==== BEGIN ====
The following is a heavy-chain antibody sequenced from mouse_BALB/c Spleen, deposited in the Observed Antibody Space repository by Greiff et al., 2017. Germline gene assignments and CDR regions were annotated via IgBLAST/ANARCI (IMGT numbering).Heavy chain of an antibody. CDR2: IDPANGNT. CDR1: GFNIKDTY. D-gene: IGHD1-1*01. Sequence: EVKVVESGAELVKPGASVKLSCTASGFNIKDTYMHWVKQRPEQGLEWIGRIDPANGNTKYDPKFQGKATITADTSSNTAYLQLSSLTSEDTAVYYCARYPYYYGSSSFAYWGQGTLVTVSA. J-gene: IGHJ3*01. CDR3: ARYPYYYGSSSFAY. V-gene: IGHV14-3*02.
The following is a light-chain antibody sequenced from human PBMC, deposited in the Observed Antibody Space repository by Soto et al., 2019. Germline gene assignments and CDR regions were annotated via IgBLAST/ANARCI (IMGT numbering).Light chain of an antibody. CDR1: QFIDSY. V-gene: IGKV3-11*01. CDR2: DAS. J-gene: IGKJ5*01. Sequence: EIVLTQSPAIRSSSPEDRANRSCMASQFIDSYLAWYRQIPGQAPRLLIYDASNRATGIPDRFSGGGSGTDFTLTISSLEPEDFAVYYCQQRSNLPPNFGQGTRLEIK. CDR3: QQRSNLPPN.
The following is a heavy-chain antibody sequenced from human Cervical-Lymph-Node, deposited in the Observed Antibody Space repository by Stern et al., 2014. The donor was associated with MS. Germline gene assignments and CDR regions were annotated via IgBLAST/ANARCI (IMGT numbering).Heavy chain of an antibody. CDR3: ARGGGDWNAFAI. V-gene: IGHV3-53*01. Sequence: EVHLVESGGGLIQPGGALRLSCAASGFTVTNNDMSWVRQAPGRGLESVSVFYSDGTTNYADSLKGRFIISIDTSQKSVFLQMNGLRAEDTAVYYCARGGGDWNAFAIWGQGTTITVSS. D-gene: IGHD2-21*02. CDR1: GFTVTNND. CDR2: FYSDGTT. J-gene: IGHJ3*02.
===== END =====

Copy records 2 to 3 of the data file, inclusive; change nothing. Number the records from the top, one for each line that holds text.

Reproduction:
The following is a light-chain antibody sequenced from human PBMC, deposited in the Observed Antibody Space repository by Soto et al., 2019. Germline gene assignments and CDR regions were annotated via IgBLAST/ANARCI (IMGT numbering).Light chain of an antibody. CDR1: QFIDSY. V-gene: IGKV3-11*01. CDR2: DAS. J-gene: IGKJ5*01. Sequence: EIVLTQSPAIRSSSPEDRANRSCMASQFIDSYLAWYRQIPGQAPRLLIYDASNRATGIPDRFSGGGSGTDFTLTISSLEPEDFAVYYCQQRSNLPPNFGQGTRLEIK. CDR3: QQRSNLPPN.
The following is a heavy-chain antibody sequenced from human Cervical-Lymph-Node, deposited in the Observed Antibody Space repository by Stern et al., 2014. The donor was associated with MS. Germline gene assignments and CDR regions were annotated via IgBLAST/ANARCI (IMGT numbering).Heavy chain of an antibody. CDR3: ARGGGDWNAFAI. V-gene: IGHV3-53*01. Sequence: EVHLVESGGGLIQPGGALRLSCAASGFTVTNNDMSWVRQAPGRGLESVSVFYSDGTTNYADSLKGRFIISIDTSQKSVFLQMNGLRAEDTAVYYCARGGGDWNAFAIWGQGTTITVSS. D-gene: IGHD2-21*02. CDR1: GFTVTNND. CDR2: FYSDGTT. J-gene: IGHJ3*02.